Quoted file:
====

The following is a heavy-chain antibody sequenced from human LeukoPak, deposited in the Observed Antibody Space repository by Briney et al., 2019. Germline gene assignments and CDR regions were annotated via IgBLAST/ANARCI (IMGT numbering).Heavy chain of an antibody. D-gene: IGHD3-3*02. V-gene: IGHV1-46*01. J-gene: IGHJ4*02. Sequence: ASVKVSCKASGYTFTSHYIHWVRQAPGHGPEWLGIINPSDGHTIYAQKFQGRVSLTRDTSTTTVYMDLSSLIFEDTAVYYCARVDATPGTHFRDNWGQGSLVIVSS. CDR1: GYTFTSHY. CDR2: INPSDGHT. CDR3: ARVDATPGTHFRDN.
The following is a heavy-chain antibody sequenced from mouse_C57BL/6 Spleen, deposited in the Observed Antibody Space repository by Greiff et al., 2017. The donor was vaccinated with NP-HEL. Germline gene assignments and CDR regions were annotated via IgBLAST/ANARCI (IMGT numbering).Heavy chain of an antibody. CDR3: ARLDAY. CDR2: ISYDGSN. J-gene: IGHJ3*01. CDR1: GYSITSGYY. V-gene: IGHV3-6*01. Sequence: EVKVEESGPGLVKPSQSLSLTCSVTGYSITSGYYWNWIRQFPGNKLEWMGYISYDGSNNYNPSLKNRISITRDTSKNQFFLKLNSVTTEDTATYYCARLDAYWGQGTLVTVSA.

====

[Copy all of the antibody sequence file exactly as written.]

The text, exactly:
The following is a heavy-chain antibody sequenced from human LeukoPak, deposited in the Observed Antibody Space repository by Briney et al., 2019. Germline gene assignments and CDR regions were annotated via IgBLAST/ANARCI (IMGT numbering).Heavy chain of an antibody. D-gene: IGHD3-3*02. V-gene: IGHV1-46*01. J-gene: IGHJ4*02. Sequence: ASVKVSCKASGYTFTSHYIHWVRQAPGHGPEWLGIINPSDGHTIYAQKFQGRVSLTRDTSTTTVYMDLSSLIFEDTAVYYCARVDATPGTHFRDNWGQGSLVIVSS. CDR1: GYTFTSHY. CDR2: INPSDGHT. CDR3: ARVDATPGTHFRDN.
The following is a heavy-chain antibody sequenced from mouse_C57BL/6 Spleen, deposited in the Observed Antibody Space repository by Greiff et al., 2017. The donor was vaccinated with NP-HEL. Germline gene assignments and CDR regions were annotated via IgBLAST/ANARCI (IMGT numbering).Heavy chain of an antibody. CDR3: ARLDAY. CDR2: ISYDGSN. J-gene: IGHJ3*01. CDR1: GYSITSGYY. V-gene: IGHV3-6*01. Sequence: EVKVEESGPGLVKPSQSLSLTCSVTGYSITSGYYWNWIRQFPGNKLEWMGYISYDGSNNYNPSLKNRISITRDTSKNQFFLKLNSVTTEDTATYYCARLDAYWGQGTLVTVSA.